Rally shows city no hot­bed of in­tol­er­ance Au­thors play­ing cuckoo

Townsville Bulletin - - OPINION - WIL­LIAM ROSS, Cran­brook.

ON SATUR­DAY, about 50 peo­ple at­tended the Re­claim Aus­tralia Rally in Townsville.

The rally went off with­out an in­ci­dent, un­like sim­i­lar events held in the cap­i­tal cities where there was vi­o­lence be­tween the Re­claim Aus­tralia and No Room for Racism protesters.

By any mea­sure, the Townsville event at­tracted a poor turnout and was a lot less than the nearly 1000 protesters who turned up to the same rally in April.

The num­bers were also sig­nif­i­cantly less than ral­lies in Mackay and Rock­hamp­ton.

The Re­claim Aus­tralia protests are cen­tred around op­po­si­tion to the spread of Is­lam in so­ci­ety, with pro­po­nents want­ing to ban halal food and the burka.

City lead­ers say the low turnout is a sign that Townsville is a mul­ti­cul­tural and tol­er­ant city, with the vast ma­jor­ity of res­i­dents re­ject­ing such sen­ti­ments.

It’s hard to dis­agree with this point of view.

Yet there are still some peo­ple in Aus­tralia’s cap­i­tal cities who like to paint a dif­fer­ent pic­ture of Townsville.

Who can for­get Mel­bourne shock jock Neil Mitchell last year ques­tion­ing whether North Queens­lan­ders were red­necks dur­ing his ra­dio show?

Some of the most vi­o­lent clashes be­tween protesters oc­curred in Mitchell’s home­town Mel­bourne dur­ing the week­end.

Mean­while, Townsville was a pic­ture of peace and tol­er­ance. As­saults on po­lice must stop MORE than three po­lice of­fi­cers a week are be­ing as­saulted across the re­gion.

In just the past month, more than a dozen of our city’s finest have been se­ri­ously as­saulted across the Townsville po­lice dis­trict.

The men and women who sign up to pro­tect us should be able to go to work each day with­out the fear of be­ing as­saulted hang­ing over them. Sadly, this is not the case. The per­pe­tra­tors of this vi­o­lence should feel the full force of the law. LAST year pro­duced global cel­e­bra­tions to com­mem­o­rate 450 years since the birth of the son of a glove- maker. The ac­tor, who got bit parts in the Globe Theatre, was with­out a pa­tron and classed as a vagabond.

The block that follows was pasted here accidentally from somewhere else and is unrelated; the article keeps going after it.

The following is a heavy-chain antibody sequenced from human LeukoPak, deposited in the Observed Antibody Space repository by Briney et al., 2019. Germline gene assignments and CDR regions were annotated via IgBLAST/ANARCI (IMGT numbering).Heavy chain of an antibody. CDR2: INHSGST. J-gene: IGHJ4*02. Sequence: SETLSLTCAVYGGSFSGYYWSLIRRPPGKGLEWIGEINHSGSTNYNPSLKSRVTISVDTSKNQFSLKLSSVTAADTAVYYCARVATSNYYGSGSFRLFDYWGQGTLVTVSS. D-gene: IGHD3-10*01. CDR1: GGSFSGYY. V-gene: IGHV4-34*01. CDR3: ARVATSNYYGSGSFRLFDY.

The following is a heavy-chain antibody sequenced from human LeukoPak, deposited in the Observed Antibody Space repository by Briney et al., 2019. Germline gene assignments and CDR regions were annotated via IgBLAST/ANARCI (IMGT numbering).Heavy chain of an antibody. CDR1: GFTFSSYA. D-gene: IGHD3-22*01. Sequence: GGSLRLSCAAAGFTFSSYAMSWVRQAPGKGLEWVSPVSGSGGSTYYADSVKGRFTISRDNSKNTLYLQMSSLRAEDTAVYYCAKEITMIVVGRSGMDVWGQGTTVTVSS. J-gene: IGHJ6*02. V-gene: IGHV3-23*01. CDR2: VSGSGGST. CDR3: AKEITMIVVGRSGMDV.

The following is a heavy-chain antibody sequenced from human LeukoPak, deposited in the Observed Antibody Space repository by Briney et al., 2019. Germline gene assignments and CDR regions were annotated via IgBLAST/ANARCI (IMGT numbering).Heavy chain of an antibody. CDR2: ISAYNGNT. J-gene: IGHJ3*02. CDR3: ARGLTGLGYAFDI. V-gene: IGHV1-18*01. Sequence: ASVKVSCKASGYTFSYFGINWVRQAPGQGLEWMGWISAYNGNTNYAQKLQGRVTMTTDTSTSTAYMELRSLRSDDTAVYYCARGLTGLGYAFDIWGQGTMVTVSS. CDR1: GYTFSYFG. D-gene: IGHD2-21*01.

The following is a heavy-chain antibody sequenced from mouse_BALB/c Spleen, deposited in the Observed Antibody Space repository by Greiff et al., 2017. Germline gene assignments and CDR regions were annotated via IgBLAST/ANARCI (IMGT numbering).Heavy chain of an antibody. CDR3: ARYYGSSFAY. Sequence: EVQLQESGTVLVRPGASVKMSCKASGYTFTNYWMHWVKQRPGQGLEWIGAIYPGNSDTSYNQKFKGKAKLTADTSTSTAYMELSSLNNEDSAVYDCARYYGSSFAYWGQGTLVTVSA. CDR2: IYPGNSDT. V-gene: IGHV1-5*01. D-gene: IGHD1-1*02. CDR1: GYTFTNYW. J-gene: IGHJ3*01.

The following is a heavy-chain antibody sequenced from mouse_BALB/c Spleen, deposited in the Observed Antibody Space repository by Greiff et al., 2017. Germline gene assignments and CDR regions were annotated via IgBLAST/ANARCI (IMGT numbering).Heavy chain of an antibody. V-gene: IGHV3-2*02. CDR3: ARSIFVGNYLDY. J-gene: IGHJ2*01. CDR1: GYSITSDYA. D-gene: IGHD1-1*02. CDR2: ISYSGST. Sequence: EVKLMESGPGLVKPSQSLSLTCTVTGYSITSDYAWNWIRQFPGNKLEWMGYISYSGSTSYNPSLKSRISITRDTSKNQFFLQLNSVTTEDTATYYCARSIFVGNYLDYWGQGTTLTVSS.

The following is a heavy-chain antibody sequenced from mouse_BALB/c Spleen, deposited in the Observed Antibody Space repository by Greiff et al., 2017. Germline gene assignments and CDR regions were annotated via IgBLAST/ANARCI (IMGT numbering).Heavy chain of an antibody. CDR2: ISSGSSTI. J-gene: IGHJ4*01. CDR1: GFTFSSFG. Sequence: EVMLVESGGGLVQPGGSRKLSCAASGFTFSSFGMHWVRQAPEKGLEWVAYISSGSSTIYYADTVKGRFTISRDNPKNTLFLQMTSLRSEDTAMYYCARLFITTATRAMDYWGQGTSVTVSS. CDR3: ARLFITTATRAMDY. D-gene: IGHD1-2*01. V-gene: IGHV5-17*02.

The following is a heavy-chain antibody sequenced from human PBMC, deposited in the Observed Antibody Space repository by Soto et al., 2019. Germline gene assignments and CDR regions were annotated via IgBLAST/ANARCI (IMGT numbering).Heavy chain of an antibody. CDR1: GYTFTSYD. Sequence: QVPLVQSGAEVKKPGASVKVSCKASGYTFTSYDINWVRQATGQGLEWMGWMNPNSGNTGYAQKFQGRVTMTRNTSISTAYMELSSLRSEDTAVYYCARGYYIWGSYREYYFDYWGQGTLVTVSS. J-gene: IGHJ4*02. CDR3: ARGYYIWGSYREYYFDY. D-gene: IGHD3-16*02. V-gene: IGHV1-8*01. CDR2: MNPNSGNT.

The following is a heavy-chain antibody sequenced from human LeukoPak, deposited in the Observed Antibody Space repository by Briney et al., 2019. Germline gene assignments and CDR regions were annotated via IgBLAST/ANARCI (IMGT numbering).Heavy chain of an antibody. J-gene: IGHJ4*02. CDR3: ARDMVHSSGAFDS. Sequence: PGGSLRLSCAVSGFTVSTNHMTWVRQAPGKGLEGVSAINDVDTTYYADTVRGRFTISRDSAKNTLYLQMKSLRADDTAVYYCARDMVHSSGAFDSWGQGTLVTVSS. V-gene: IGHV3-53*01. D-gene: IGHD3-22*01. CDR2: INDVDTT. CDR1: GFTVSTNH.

He had to sup­ple­ment his in­come with odd jobs de­spite the fact that sev­eral history plays later at­trib­uted to him had been pub­lished. It was only af­ter he re­ceived a mys­te­ri­ous source of in­come he could buy shares in Black Fri­ars Play­house.

Af­ter he re­turned to Stratford he be­came a money­len­der, grain mer­chant and prop­erty devel­oper. His orig­i­nal mon­u­ment was the en­shrined bust of a man lean­ing on a sack of grain. At some point this was trans­formed into a writ­ing desk with parch­ment and quill.

It is lu­di­crous to be­lieve that re­cent dis­cov­er­ies like an an­no­tated Bi­ble or an en­grav­ing on a book on botany have any­thing to do with the man, whose name has been found only on com­mer­cial and le­gal doc­u­ments, in­clud­ing an ar­rest war­rant.

I have waited in vain for ac­knowl­edg­ment of the man, who died 400 years ago on July 10, and was per­haps the world’s great­est play­wright and poet. The cos­tume drama Anony­mous with its Amer­i­can bias of the Earl of Ox­ford as the Shake­speare can­di­date got it to­tally wrong.

The ti­tle is ironic be­cause al­most a dozen anony­mous plays have now been shown to be not only part of the Shake­speare canon, but the work of the Mem­ber of Par­lia­ment and for­eign diplo­mat, Sir Henry Neville.

These apoc­ryphal plays match the po­lit­i­cal themes, the vo­cab­u­lary and im­age clus­ters of many of the tra­di­tional ones, as well as tie in with the an­no­tated sources and bi­o­graph­i­cal de­tails of the man whose name was en­coded in the Ded­i­ca­tion to the Son­nets.

It would ap­pear that the most fa­mous play­wright to­day who de­cided to write un­der a nom de plume is J. K. Rowl­ing. Af­ter her fail­ure to gain com­mer­cial suc­cess for The Cuckoo’s Call­ing as Robert Gal­braith, she has gone on to write a play Harry Pot­ter and the Cursed Child: thus keep­ing her prom­ise never to write another Harry Pot­ter novel!

J. K. Rowl­ing, a fa­mous mod­ern au­thor who wrote un­der a nom de plume.

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